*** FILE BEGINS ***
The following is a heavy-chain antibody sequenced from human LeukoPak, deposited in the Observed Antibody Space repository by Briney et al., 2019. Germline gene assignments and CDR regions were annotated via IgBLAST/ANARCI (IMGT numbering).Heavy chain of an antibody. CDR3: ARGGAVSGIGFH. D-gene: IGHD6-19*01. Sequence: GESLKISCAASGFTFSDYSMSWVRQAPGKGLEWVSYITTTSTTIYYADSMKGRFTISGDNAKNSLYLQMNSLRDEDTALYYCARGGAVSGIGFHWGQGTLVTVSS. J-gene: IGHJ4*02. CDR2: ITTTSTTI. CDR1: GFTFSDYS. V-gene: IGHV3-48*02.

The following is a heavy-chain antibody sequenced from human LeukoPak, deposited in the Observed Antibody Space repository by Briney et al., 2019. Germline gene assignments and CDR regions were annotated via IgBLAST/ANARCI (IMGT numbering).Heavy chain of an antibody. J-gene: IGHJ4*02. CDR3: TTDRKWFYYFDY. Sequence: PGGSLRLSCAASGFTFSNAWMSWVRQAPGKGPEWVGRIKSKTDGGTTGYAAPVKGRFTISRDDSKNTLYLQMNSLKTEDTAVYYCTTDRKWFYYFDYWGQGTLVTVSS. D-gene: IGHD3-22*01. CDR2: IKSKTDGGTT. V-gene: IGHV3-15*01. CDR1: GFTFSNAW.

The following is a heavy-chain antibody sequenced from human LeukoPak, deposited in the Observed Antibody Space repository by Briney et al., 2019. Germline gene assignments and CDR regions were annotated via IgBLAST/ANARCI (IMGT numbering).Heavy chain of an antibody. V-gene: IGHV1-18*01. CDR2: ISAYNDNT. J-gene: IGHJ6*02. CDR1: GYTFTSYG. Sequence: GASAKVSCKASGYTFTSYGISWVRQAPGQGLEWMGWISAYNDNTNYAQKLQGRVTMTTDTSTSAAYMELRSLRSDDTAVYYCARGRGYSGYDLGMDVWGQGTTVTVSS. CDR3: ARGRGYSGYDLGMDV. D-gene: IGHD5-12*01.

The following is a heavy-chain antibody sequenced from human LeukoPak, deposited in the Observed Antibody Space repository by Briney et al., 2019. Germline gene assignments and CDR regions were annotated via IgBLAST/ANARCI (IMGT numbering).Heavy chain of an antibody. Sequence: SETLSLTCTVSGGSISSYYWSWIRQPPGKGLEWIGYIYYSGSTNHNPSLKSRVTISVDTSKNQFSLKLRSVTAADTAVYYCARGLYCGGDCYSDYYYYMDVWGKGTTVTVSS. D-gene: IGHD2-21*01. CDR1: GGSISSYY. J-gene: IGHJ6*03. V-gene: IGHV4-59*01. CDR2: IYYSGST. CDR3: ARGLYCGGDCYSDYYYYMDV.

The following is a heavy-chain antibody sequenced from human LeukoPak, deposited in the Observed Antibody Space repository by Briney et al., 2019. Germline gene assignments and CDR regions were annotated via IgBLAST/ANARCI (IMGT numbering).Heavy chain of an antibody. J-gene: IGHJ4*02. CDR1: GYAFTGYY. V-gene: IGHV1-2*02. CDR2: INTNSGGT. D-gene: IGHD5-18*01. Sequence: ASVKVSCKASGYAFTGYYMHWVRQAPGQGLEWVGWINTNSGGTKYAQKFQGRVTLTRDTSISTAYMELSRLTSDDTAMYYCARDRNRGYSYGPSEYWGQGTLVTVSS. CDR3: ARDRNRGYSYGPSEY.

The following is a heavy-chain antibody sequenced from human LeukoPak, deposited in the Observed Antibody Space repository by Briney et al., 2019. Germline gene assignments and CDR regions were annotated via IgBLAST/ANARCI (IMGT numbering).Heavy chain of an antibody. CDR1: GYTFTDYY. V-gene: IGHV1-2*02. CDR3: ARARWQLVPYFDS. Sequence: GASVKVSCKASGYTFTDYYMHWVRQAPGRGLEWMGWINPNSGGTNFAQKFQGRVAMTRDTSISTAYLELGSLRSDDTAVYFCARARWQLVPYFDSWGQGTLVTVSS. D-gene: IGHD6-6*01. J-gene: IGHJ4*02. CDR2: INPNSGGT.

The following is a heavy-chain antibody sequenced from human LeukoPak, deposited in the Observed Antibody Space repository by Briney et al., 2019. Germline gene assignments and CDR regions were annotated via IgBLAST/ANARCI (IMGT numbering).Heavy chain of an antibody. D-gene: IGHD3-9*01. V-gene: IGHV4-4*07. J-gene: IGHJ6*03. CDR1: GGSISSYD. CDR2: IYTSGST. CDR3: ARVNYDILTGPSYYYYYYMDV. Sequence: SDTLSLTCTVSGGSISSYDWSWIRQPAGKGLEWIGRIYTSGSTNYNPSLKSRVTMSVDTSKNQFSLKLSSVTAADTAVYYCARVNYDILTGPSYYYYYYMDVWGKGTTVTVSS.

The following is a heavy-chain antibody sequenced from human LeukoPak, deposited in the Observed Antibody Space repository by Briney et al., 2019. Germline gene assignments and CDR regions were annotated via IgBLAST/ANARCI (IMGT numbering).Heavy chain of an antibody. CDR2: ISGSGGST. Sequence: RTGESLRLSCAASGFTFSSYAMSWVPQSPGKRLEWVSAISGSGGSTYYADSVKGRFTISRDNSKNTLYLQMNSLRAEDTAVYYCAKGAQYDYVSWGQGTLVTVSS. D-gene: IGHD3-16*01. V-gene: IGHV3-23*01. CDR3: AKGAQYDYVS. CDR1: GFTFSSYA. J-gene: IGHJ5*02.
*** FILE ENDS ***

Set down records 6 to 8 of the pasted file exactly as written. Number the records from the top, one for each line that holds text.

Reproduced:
The following is a heavy-chain antibody sequenced from human LeukoPak, deposited in the Observed Antibody Space repository by Briney et al., 2019. Germline gene assignments and CDR regions were annotated via IgBLAST/ANARCI (IMGT numbering).Heavy chain of an antibody. CDR1: GYTFTDYY. V-gene: IGHV1-2*02. CDR3: ARARWQLVPYFDS. Sequence: GASVKVSCKASGYTFTDYYMHWVRQAPGRGLEWMGWINPNSGGTNFAQKFQGRVAMTRDTSISTAYLELGSLRSDDTAVYFCARARWQLVPYFDSWGQGTLVTVSS. D-gene: IGHD6-6*01. J-gene: IGHJ4*02. CDR2: INPNSGGT.

The following is a heavy-chain antibody sequenced from human LeukoPak, deposited in the Observed Antibody Space repository by Briney et al., 2019. Germline gene assignments and CDR regions were annotated via IgBLAST/ANARCI (IMGT numbering).Heavy chain of an antibody. D-gene: IGHD3-9*01. V-gene: IGHV4-4*07. J-gene: IGHJ6*03. CDR1: GGSISSYD. CDR2: IYTSGST. CDR3: ARVNYDILTGPSYYYYYYMDV. Sequence: SDTLSLTCTVSGGSISSYDWSWIRQPAGKGLEWIGRIYTSGSTNYNPSLKSRVTMSVDTSKNQFSLKLSSVTAADTAVYYCARVNYDILTGPSYYYYYYMDVWGKGTTVTVSS.

The following is a heavy-chain antibody sequenced from human LeukoPak, deposited in the Observed Antibody Space repository by Briney et al., 2019. Germline gene assignments and CDR regions were annotated via IgBLAST/ANARCI (IMGT numbering).Heavy chain of an antibody. CDR2: ISGSGGST. Sequence: RTGESLRLSCAASGFTFSSYAMSWVPQSPGKRLEWVSAISGSGGSTYYADSVKGRFTISRDNSKNTLYLQMNSLRAEDTAVYYCAKGAQYDYVSWGQGTLVTVSS. D-gene: IGHD3-16*01. V-gene: IGHV3-23*01. CDR3: AKGAQYDYVS. CDR1: GFTFSSYA. J-gene: IGHJ5*02.